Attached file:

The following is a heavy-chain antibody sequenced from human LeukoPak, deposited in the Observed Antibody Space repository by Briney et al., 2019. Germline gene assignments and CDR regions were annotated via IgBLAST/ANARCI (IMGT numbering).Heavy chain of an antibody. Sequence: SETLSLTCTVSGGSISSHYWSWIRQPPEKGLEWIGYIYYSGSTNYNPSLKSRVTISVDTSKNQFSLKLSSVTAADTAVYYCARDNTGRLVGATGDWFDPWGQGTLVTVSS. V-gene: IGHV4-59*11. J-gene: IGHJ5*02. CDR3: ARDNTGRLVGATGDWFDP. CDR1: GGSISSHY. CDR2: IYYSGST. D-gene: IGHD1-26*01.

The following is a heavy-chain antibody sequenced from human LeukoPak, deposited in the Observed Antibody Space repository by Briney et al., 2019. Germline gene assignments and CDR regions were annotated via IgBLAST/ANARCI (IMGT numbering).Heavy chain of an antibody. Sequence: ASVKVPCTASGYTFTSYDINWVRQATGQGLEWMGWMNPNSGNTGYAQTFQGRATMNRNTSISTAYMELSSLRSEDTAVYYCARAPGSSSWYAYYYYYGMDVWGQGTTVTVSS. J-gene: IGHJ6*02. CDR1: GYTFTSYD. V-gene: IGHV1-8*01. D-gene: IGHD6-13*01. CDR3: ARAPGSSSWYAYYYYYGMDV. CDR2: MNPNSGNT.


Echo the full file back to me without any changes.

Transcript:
The following is a heavy-chain antibody sequenced from human LeukoPak, deposited in the Observed Antibody Space repository by Briney et al., 2019. Germline gene assignments and CDR regions were annotated via IgBLAST/ANARCI (IMGT numbering).Heavy chain of an antibody. Sequence: SETLSLTCTVSGGSISSHYWSWIRQPPEKGLEWIGYIYYSGSTNYNPSLKSRVTISVDTSKNQFSLKLSSVTAADTAVYYCARDNTGRLVGATGDWFDPWGQGTLVTVSS. V-gene: IGHV4-59*11. J-gene: IGHJ5*02. CDR3: ARDNTGRLVGATGDWFDP. CDR1: GGSISSHY. CDR2: IYYSGST. D-gene: IGHD1-26*01.

The following is a heavy-chain antibody sequenced from human LeukoPak, deposited in the Observed Antibody Space repository by Briney et al., 2019. Germline gene assignments and CDR regions were annotated via IgBLAST/ANARCI (IMGT numbering).Heavy chain of an antibody. Sequence: ASVKVPCTASGYTFTSYDINWVRQATGQGLEWMGWMNPNSGNTGYAQTFQGRATMNRNTSISTAYMELSSLRSEDTAVYYCARAPGSSSWYAYYYYYGMDVWGQGTTVTVSS. J-gene: IGHJ6*02. CDR1: GYTFTSYD. V-gene: IGHV1-8*01. D-gene: IGHD6-13*01. CDR3: ARAPGSSSWYAYYYYYGMDV. CDR2: MNPNSGNT.